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Jeremy Goldhaber-Fiebert, PhD

  • Professor, Health Policy

Encina Commons, Room 220
615 Crothers Way
Stanford, CA 94305-6006

(650) 721-2486 (voice)
(650) 723-1919 (fax)

Biography

Jeremy Goldhaber-Fiebert, PhD, is a Professor of Health Policy, a Core Faculty Member at the Center for Health Policy and the Department of Health Policy, and a Faculty Affiliate of the Stanford Center on Longevity and Stanford Center for International Development. His research focuses on complex policy decisions surrounding the prevention and management of increasingly common, chronic diseases and the life course impact of exposure to their risk factors. In the context of both developing and developed countries including the US, India, China, and South Africa, he has examined chronic conditions including type 2 diabetes and cardiovascular diseases, human papillomavirus and cervical cancer, tuberculosis, and hepatitis C and on risk factors including smoking, physical activity, obesity, malnutrition, and other diseases themselves. He combines simulation modeling methods and cost-effectiveness analyses with econometric approaches and behavioral economic studies to address these issues. Dr. Goldhaber-Fiebert graduated magna cum laude from Harvard College in 1997, with an A.B. in the History and Literature of America. After working as a software engineer and consultant, he conducted a year-long public health research program in Costa Rica with his wife in 2001. Winner of the Lee B. Lusted Prize for Outstanding Student Research from the Society for Medical Decision Making in 2006 and in 2008, he completed his PhD in Health Policy concentrating in Decision Science at Harvard University in 2008. He was elected as a Trustee of the Society for Medical Decision Making in 2011.

Past and current research topics:

  1. Type 2 diabetes and cardiovascular risk factors: Randomized and observational studies in Costa Rica examining the impact of community-based lifestyle interventions and the relationship of gender, risk factors, and care utilization.
  2. Cervical cancer: Model-based cost-effectiveness analyses and costing methods studies that examine policy issues relating to cervical cancer screening and human papillomavirus vaccination in countries including the United States, Brazil, India, Kenya, Peru, South Africa, Tanzania, and Thailand.
  3. Measles, haemophilus influenzae type b, and other childhood infectious diseases: Longitudinal regression analyses of country-level data from middle and upper income countries that examine the link between vaccination, sustained reductions in mortality, and evidence of herd immunity.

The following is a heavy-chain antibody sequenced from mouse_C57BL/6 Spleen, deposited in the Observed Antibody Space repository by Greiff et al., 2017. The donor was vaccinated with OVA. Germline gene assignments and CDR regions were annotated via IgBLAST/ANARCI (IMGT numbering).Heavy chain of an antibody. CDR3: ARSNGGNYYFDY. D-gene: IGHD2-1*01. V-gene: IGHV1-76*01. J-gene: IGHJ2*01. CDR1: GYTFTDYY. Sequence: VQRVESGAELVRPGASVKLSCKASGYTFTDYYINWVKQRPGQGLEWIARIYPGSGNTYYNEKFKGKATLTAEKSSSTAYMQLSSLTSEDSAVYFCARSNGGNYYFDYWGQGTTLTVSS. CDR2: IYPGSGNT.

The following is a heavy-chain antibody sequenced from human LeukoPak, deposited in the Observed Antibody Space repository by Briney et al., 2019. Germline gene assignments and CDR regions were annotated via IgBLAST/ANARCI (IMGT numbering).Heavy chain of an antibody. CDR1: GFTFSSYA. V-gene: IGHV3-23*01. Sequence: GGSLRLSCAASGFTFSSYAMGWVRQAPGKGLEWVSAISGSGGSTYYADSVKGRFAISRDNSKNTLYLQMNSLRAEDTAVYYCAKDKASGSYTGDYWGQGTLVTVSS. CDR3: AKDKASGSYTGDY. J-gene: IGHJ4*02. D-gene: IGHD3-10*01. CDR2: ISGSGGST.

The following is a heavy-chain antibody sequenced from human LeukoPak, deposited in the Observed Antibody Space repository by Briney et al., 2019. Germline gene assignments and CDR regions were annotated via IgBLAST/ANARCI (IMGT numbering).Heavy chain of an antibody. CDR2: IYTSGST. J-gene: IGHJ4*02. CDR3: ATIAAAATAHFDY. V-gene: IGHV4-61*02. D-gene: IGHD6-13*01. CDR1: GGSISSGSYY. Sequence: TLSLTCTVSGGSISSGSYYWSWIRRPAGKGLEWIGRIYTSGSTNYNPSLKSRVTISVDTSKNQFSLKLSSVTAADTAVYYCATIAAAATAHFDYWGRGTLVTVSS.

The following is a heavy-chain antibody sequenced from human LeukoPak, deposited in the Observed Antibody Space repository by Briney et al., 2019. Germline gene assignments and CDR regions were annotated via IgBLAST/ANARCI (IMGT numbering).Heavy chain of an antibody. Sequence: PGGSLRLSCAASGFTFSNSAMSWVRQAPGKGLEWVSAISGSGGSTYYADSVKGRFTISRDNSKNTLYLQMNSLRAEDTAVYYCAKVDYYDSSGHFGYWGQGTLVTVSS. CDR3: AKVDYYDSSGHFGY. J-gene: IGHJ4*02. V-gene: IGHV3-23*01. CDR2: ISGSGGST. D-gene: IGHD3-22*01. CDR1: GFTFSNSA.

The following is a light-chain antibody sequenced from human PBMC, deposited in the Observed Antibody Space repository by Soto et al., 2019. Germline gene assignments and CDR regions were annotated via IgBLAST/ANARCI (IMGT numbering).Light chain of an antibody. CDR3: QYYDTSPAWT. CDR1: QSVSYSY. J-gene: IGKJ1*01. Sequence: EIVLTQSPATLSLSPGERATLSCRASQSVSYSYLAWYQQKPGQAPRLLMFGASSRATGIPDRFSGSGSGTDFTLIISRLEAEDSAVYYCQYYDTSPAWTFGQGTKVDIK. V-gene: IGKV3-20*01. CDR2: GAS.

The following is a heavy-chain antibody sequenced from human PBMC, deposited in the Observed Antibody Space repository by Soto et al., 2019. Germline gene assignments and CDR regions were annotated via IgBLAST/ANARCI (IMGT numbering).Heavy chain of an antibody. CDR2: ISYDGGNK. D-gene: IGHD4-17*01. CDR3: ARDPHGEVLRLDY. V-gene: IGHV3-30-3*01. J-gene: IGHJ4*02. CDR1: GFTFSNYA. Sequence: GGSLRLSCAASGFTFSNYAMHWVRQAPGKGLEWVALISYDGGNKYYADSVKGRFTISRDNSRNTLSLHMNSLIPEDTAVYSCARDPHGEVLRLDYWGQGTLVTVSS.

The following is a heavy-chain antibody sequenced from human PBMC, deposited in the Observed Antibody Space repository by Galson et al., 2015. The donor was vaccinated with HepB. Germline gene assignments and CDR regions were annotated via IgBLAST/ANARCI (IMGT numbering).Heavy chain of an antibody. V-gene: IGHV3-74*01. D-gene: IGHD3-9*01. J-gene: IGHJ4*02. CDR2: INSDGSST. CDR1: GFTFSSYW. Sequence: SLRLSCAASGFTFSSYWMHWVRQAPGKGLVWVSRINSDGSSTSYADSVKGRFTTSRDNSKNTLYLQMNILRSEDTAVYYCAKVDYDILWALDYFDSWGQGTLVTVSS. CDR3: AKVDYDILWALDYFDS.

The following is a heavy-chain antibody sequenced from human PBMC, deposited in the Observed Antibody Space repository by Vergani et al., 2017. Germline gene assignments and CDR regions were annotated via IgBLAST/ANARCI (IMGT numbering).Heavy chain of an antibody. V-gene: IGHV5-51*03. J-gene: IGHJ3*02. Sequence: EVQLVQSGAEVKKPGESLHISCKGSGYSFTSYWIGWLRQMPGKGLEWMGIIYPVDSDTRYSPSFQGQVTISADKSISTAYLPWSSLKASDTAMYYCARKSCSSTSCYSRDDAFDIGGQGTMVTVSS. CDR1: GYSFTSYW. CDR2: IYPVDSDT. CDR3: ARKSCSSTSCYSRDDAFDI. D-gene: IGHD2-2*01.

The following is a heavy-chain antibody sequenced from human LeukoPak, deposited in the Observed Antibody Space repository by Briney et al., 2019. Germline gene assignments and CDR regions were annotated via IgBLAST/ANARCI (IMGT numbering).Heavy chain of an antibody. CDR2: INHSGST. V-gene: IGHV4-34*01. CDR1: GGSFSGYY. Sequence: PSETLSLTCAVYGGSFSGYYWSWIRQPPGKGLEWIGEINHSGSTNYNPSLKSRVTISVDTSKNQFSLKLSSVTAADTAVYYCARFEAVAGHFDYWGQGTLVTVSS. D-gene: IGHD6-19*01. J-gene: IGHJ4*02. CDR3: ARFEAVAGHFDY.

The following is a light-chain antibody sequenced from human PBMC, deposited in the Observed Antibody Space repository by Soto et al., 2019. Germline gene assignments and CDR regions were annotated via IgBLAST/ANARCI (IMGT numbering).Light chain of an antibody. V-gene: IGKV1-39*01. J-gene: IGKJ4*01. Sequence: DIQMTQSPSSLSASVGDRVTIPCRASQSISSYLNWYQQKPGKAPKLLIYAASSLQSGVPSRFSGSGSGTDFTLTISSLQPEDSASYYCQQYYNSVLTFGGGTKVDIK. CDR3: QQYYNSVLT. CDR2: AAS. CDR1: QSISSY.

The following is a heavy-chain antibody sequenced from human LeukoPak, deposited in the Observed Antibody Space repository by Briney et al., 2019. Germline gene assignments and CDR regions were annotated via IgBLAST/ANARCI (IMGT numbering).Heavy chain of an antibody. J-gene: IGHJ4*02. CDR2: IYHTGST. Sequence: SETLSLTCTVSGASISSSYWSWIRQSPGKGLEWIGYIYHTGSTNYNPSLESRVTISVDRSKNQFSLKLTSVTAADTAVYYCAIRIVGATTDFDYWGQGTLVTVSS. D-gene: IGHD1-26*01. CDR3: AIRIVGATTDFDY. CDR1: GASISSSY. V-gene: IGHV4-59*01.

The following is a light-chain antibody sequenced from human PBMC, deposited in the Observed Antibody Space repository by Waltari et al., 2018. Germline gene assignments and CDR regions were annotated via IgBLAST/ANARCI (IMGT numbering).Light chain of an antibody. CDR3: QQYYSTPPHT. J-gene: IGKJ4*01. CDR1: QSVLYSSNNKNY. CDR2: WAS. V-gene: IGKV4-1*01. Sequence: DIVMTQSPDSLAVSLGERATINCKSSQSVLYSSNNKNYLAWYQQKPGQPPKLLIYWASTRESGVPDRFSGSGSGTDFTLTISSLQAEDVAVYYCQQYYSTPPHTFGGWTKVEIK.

4. Patient adherence: Studies in both developing and developed countries of the costs and effectiveness of measures to increase successful adherence. Adherence to cervical cancer screening as well as to disease management programs targeting depression and obesity is examined from both a decision-analytic and a behavioral economics perspective.
  5. Simulation modeling methods: Research examining model calibration and validation, the appropriate representation of uncertainty in projected outcomes, the use of models to examine plausible counterfactuals at the biological and epidemiological level, and the reflection of population and spatial heterogeneity.

publications

Working Papers
October 2023

Effects of Mitigation and Control Policies in Realistic Epidemic Models Accounting for Household Transmission Dynamics

Author(s)
cover link Effects of Mitigation and Control Policies in Realistic Epidemic Models Accounting for Household Transmission Dynamics
Journal Articles
July 2023

Deceased Donor Kidney Transplantation for Older Transplant Candidates: A New Microsimulation Model for Determining Risks and Benefits

Author(s)
cover link Deceased Donor Kidney Transplantation for Older Transplant Candidates: A New Microsimulation Model for Determining Risks and Benefits
Journal Articles
June 2023

Population-Wide Screening for Chronic Kidney Disease

Author(s)
cover link Population-Wide Screening for Chronic Kidney Disease

In The News

Getty Images Kidneys Illustration
News

Screening Adults 35 and Older for Chronic Kidney Disease Would Increase Life Expectancy in Cost-effective Way

Many people don’t know they have chronic kidney disease until it progresses. A new study led by Stanford Health Policy researchers finds that screening would increase life expectancy in a cost-effective way.
cover link Screening Adults 35 and Older for Chronic Kidney Disease Would Increase Life Expectancy in Cost-effective Way
Jeremy Goldhaber-Fiebert Stanford Health Policy
News

Jeremy Goldhaber-Fiebert Appointed to PCORI Methodology Committee

The Patient-Centered Outcomes Research Institute is an independent, nonprofit research organization that seeks to empower patients with actionable information about their health and health-care choices.
cover link Jeremy Goldhaber-Fiebert Appointed to PCORI Methodology Committee
California Department of Corrections
News

CA Prison Staff Have Lower Vaccine Rates Than Those They Oversee

Prisons and jails are high-risk environments for the spread of COVID-19, but many California prison staff are declining to be vaccinated even as new variants threaten another U.S. surge.
cover link CA Prison Staff Have Lower Vaccine Rates Than Those They Oversee